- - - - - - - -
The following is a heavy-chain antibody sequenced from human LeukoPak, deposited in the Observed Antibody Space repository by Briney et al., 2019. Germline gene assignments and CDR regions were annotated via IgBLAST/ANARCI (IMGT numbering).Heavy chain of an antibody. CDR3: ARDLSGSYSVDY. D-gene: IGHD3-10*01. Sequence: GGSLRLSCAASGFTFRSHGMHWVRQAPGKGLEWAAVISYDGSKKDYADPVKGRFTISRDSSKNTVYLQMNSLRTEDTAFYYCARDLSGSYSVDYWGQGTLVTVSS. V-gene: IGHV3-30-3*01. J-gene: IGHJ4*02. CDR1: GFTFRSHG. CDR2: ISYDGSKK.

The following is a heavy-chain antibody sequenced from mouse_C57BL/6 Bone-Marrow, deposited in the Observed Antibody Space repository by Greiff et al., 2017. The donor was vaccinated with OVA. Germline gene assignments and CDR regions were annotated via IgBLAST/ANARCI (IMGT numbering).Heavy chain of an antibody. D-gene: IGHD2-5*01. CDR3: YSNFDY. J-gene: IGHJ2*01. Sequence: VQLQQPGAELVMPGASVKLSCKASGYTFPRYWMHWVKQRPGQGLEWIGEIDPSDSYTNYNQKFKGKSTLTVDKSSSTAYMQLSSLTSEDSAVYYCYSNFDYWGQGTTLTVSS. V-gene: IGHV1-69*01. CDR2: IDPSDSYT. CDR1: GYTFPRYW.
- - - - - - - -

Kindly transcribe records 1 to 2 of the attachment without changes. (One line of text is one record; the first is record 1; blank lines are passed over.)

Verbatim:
The following is a heavy-chain antibody sequenced from human LeukoPak, deposited in the Observed Antibody Space repository by Briney et al., 2019. Germline gene assignments and CDR regions were annotated via IgBLAST/ANARCI (IMGT numbering).Heavy chain of an antibody. CDR3: ARDLSGSYSVDY. D-gene: IGHD3-10*01. Sequence: GGSLRLSCAASGFTFRSHGMHWVRQAPGKGLEWAAVISYDGSKKDYADPVKGRFTISRDSSKNTVYLQMNSLRTEDTAFYYCARDLSGSYSVDYWGQGTLVTVSS. V-gene: IGHV3-30-3*01. J-gene: IGHJ4*02. CDR1: GFTFRSHG. CDR2: ISYDGSKK.

The following is a heavy-chain antibody sequenced from mouse_C57BL/6 Bone-Marrow, deposited in the Observed Antibody Space repository by Greiff et al., 2017. The donor was vaccinated with OVA. Germline gene assignments and CDR regions were annotated via IgBLAST/ANARCI (IMGT numbering).Heavy chain of an antibody. D-gene: IGHD2-5*01. CDR3: YSNFDY. J-gene: IGHJ2*01. Sequence: VQLQQPGAELVMPGASVKLSCKASGYTFPRYWMHWVKQRPGQGLEWIGEIDPSDSYTNYNQKFKGKSTLTVDKSSSTAYMQLSSLTSEDSAVYYCYSNFDYWGQGTTLTVSS. V-gene: IGHV1-69*01. CDR2: IDPSDSYT. CDR1: GYTFPRYW.